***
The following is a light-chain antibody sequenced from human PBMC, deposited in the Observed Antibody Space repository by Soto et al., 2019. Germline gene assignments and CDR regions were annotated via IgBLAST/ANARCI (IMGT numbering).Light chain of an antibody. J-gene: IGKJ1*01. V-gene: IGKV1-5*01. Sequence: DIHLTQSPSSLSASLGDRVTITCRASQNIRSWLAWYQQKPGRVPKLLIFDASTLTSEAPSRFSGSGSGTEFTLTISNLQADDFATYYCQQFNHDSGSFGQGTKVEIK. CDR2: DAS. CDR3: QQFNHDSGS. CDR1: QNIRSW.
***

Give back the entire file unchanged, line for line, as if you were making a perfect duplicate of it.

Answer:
The following is a light-chain antibody sequenced from human PBMC, deposited in the Observed Antibody Space repository by Soto et al., 2019. Germline gene assignments and CDR regions were annotated via IgBLAST/ANARCI (IMGT numbering).Light chain of an antibody. J-gene: IGKJ1*01. V-gene: IGKV1-5*01. Sequence: DIHLTQSPSSLSASLGDRVTITCRASQNIRSWLAWYQQKPGRVPKLLIFDASTLTSEAPSRFSGSGSGTEFTLTISNLQADDFATYYCQQFNHDSGSFGQGTKVEIK. CDR2: DAS. CDR3: QQFNHDSGS. CDR1: QNIRSW.